Adapted from a recent online discussion.
DEAR CAROLYN: “Ex” and I dated on and off for years, which ended years ago. It was not a healthy relationship. I am two years into a much healthier and happier relationship.
The problem is that Ex’s parents want to visit me and insist on coming to my home that I share with my current partner. Ex’s parents were always very kind to me, but I just want to be done with that very sad chapter of my life. As an introvert, I find it very invasive that they would invite themselves to my home, especially since they know I am seriously involved with someone else.
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The last time they invited themselves over, a couple of years ago, Ex basically told me I’m a horrible person for not wanting to hang with Ex’s parents, which made me feel guilty enough to meet with them. I don’t want this to continue.
Is there a kind/ethical way to give them the brush? I don’t want to be a jerk.
DEAR ANONYMOUS: Unhealthy apple, unhealthy tree. Their “insist(ing) on coming to my home” is inappropriate, and that’s your permission not to worry one bit whether you’d “be a jerk” to say no to them.
If you did want to see them, then all you’d need to say is that X is an excellent restaurant/coffee shop and you’ll meet them there Thursday at 7. To pull the plug entirely, merely say that you have always appreciated their kindness, but that reminders of this part of your past are painful for you and you hope they’ll understand why you’re choosing to decline their invitation.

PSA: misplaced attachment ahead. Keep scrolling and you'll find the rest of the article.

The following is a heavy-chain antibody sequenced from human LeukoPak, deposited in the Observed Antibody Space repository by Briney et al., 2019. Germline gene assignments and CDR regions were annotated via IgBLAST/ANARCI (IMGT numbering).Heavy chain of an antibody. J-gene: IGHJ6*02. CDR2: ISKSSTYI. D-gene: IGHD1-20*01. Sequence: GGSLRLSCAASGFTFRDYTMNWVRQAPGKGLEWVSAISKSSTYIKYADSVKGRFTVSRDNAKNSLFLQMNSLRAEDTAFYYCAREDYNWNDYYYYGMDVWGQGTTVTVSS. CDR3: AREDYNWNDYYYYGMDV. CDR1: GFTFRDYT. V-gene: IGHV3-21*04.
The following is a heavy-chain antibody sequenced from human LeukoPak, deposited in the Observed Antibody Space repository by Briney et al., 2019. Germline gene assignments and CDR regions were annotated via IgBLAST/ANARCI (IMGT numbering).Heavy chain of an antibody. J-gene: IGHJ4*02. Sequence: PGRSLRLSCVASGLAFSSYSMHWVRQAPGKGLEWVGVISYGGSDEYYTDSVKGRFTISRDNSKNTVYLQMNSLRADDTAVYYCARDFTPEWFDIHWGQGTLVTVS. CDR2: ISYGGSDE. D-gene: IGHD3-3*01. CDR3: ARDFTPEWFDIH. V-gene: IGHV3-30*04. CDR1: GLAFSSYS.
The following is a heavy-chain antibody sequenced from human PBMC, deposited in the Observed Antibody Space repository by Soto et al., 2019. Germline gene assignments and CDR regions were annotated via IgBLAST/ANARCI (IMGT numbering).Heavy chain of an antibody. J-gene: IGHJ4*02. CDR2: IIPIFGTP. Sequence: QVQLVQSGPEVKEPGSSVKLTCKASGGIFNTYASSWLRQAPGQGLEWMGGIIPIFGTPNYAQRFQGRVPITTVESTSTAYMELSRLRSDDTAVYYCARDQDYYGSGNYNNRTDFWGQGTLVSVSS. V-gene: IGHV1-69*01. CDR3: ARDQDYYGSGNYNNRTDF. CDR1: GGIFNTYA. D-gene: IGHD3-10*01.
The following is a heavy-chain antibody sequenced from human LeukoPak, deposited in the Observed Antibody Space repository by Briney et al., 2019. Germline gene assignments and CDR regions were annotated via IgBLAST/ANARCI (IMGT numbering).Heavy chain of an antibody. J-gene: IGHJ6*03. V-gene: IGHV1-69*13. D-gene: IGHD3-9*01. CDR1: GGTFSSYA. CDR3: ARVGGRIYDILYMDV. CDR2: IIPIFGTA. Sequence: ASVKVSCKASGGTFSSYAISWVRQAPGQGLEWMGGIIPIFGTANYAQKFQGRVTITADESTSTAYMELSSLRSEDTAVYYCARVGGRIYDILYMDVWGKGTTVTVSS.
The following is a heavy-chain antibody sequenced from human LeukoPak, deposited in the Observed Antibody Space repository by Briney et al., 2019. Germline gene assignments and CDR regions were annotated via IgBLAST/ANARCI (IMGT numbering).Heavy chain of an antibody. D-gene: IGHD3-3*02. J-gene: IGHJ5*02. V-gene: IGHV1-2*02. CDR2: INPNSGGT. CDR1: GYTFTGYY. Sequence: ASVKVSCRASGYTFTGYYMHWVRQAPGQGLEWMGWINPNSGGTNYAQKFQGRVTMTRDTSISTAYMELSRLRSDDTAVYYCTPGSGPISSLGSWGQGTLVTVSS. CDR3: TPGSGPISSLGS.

If you just can’t bring yourself to do this, then that’s worth further attention: The inability to say no leaves you especially vulnerable to controlling people.
DEAR CAROLYN: I have the big H. Luckily, I have been asymptomatic and am taking a daily prescription to reduce the chance of spreading it to others. When exactly do I tell a guy that I have it?
I realize not every guy will want to be with someone who has this. I lucked out with my ex, in that I told him after a couple of dates — and after we had fooled around a bit — but before we had sex. Should I do the same thing in the future?
I did debate on not telling until after having sex, since this is such an important part of a relationship to me, but saying, “Oh, by the way, I have herpes,” seems like setting myself up to fail. My friend suggested acting like I just found out about it and haven’t known the entire time. What do you think?
— When to Tell
DEAR WHEN TO TELL: You had it right the first time. You say you “lucked out,” but consider that your ex responded well because you did the right thing. Plus, you apparently chose someone who had the decency not to make you pay for your honesty or for having a health condition that says nothing about you except that you’ve had sex before. That’s some luck, but also judgment.
Waiting until after you’ve had sex, and worse, pretending you just found out? Ask yourself how that’s conscionable — and watch what you entrust to this friend.